Does Caffeine Raise Blood Pressure? Separating Facts from Myths

Last Updated: May 13, 2021

Authored by Sharon Levy, MD, MPH

Reviewed by Michael Espelin APRN

Coffee is one of the most popular drinks in the world. It is used as a morning drink or just something to give an extra boost of energy. The main chemical that is associated with the energy boost is caffeine.

Caffeine is found in coffee and several other food items across the world. Its consumption is prevalent, but is it safe? For example, does caffeine raise blood pressure? Read along to find out everything about the risks associated with its consumption.

Short-Term Effects on Blood Pressure

Caffeine has almost always been associated with hypertension. Even if people have never had to struggle with it, there is a chance that it will be significantly raised shortly after drinking coffee. It is a vasoconstrictor, meaning that it can decrease the size of the arteries and blood vessels as it is absorbed. The lack of space makes the blood pressure increase. It can also be called caffeine blood pressure.

Coffee cup and beans next to the tonometer.

A study was done in 2016 with 40 healthy men and women between the ages of 20 to 55 who were given 160 mg doses of the substance. Everyone had an increase in BP. However, the levels always stayed within a healthy limit. It’s been recorded that the increase only lasted around 3 hours before returning to the normal levels. Another study in 2015 showed that the increase in pressure was usually in people who didn’t drink it regularly; even the decaffeinated version can cause hypertension. What is vital is how much of it the person is drinking every day.

Does Caffeine Affect Blood Pressure Long-Term?

Is there a long-term link between coffee and high blood pressure? Studies show that in most people it usually tends to go back to normal within three hours of drinking coffee, the increased caffeine blood pressure doesn’t extend beyond the short term for healthy people. Pointing to the fact that coffee and blood pressure, at least long term, might not be as closely related as it’s commonly thought.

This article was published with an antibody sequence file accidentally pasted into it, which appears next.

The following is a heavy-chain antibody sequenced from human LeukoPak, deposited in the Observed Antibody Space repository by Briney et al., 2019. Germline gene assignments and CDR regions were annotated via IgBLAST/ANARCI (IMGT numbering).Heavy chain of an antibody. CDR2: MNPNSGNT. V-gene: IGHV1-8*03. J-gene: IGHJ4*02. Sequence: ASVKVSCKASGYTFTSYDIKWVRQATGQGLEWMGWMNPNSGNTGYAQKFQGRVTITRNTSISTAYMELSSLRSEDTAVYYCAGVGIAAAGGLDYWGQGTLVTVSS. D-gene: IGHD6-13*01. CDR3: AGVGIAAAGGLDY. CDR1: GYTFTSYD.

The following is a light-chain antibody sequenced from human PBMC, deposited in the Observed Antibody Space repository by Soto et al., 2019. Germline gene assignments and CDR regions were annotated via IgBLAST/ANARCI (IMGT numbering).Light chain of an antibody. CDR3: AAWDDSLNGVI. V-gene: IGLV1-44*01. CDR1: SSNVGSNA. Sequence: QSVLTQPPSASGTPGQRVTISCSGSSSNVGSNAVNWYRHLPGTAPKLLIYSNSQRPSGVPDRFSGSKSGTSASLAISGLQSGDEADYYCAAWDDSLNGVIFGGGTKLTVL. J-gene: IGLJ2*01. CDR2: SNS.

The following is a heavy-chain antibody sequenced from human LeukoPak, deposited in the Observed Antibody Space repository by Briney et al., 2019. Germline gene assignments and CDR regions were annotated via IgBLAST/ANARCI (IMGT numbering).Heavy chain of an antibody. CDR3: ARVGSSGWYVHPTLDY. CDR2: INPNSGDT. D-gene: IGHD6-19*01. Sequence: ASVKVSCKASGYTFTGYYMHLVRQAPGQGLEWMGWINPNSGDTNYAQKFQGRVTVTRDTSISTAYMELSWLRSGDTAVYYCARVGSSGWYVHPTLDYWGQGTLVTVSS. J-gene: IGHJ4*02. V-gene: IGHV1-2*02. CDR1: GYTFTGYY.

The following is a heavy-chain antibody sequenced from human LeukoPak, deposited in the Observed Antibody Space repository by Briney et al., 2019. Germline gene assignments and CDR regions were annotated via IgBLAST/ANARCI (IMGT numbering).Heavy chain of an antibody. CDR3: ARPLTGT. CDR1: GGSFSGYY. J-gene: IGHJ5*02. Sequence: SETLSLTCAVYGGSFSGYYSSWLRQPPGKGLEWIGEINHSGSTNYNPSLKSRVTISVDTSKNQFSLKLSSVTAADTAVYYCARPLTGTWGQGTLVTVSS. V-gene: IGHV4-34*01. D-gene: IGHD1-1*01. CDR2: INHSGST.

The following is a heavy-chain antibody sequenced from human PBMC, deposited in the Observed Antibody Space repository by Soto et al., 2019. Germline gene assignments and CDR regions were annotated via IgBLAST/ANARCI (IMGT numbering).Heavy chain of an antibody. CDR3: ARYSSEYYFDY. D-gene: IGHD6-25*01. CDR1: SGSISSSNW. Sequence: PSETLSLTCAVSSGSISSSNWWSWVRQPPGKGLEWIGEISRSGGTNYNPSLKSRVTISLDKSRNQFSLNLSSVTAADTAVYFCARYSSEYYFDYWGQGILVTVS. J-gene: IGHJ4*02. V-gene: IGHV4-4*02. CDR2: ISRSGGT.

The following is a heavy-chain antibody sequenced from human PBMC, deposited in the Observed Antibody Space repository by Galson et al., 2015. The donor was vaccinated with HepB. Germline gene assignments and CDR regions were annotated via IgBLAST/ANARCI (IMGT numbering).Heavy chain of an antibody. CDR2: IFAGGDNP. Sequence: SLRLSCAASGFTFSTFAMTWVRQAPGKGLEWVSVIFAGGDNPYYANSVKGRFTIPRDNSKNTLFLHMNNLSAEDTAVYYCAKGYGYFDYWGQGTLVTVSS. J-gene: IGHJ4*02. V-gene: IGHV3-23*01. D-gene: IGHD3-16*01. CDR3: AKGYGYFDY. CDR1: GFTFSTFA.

Generally, people who drink coffee regularly end up developing a tolerance. It shows that there’s more of a risk for people who drink it less often than those who drink it regularly. Moreover, some people have a sensitivity to caffeine, meaning that even a small dose can cause severe effects.

As of now, there hasn’t been any solid proof that coffee and high blood pressure are linked in the long term for people who are otherwise healthy and don’t have any BP issues. The studies on this subject are limited, but the ones that have been conducted have shown no sign of long-term change.

Caffeine with Cigarettes

14% of all US citizens smoke or have smoked a cigarette in their lives, and 16 million Americans live with a smoking-related disease. Yet, drinking coffee while smoking a cigarette is one of the most popular combinations in the world. However, just because it’s popular doesn’t mean it’s safe.

In a 1993 study, ten healthy volunteers were studied. It showed caffeine on its own, even when the subjects were relaxed and not doing any physical exercise, induced a significant BP and heart rate increase. Furthermore, when coffee was mixed with nicotine, both the upper and lower BP readings increased. Since both of the substances make the arteries stiffer, there’s an increased risk of heart disease.

Man holding a cigarette and a cup of coffee.

When they are taken individually, their effect on the BP is considered safer than being brought together.

Caffeine and Heart

Coffee is usually believed to be something that will harm the heart, no matter what. This is because caffeine and heart rate have always been linked. However, it’s not that simple. For example, a study from the university of southern California showed that healthy people who drank coffee regularly had a lower risk of cardiovascular disease than those who didn’t.

It is also believed that people who drink coffee may have a higher risk of ventricular arrhythmias. However, a study from 2016 shows that even people with left ventricular systolic dysfunction didn’t experience any arrhythmias. Their hearts remained okay. There isn’t a study that proves a significant difference or link between caffeine and heart rate.